Not taking the study’s findings lightly, Janet Ecker, president of the TFSA and former finance minister of Ontario, is concerned that the effects could be felt soon. For example, Deloitte found that 69% of the organizations represented in the study expect an increased need for financial advisors; 73% will need more accountants and actuaries; and 86% will need more technology specialists.

“It’s a report that is quite comprehensive. One of our key success factors is the quality of our workforce, quality of our people, and we are at risk of losing critical talent that supports the growth, productivity and innovation in this sector,” Ecker says. “If we don’t act now to implement the strategies contained in this report, we will have a crisis.”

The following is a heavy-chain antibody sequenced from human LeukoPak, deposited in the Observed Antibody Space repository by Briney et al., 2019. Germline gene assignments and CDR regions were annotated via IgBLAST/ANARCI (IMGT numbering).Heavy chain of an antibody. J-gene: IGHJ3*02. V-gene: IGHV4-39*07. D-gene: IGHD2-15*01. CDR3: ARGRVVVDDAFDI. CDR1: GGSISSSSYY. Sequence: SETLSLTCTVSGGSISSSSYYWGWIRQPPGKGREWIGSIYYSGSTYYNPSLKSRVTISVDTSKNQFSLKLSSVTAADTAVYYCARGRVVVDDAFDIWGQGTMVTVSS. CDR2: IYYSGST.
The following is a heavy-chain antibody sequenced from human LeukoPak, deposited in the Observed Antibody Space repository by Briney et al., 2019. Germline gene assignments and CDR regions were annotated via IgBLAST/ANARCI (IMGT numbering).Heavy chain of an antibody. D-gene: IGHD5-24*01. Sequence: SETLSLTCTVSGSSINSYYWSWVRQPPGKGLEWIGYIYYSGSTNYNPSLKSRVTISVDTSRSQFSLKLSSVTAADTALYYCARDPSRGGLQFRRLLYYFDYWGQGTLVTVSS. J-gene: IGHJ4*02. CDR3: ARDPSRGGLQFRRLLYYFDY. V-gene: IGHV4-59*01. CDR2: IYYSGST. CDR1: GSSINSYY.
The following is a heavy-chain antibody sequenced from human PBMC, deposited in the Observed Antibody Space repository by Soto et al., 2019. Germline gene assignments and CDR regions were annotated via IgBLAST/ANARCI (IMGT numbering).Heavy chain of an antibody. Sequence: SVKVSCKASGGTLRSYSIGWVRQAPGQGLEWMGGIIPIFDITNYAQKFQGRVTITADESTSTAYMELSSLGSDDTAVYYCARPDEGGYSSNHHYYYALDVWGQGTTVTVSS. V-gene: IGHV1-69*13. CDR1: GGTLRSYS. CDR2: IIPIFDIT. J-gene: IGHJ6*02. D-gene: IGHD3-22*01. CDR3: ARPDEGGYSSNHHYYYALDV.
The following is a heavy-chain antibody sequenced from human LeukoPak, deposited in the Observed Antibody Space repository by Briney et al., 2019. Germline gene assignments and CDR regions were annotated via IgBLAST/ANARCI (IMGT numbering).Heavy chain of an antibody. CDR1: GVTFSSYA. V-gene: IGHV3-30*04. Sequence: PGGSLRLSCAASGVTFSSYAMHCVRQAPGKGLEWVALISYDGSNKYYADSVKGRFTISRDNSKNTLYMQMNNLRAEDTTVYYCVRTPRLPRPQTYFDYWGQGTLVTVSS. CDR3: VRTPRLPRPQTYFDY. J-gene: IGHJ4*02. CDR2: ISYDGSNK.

While a number of factors contribute to the inability to replenish talent, the report says globalization is the most significant. For both foreign and domestic recruits, Toronto is not the hotbed of opportunity it once was. Increased global demand means that experienced financial services workers are highly sought after, and other centres are proving to offer both more attractive employment opportunities and higher salaries. The study suggests, as well, that Canada’s taxation and securities regulations are archaic, making it not only difficult to attract employees to current positions but also to allow the industry to grow.

Government and industry are going to have to work together to amend the problem. Ecker said that government can provide valuable help in improving Toronto’s position as a financial market leader by relaxing taxation, streamlining regulation and taking an active role in education and training.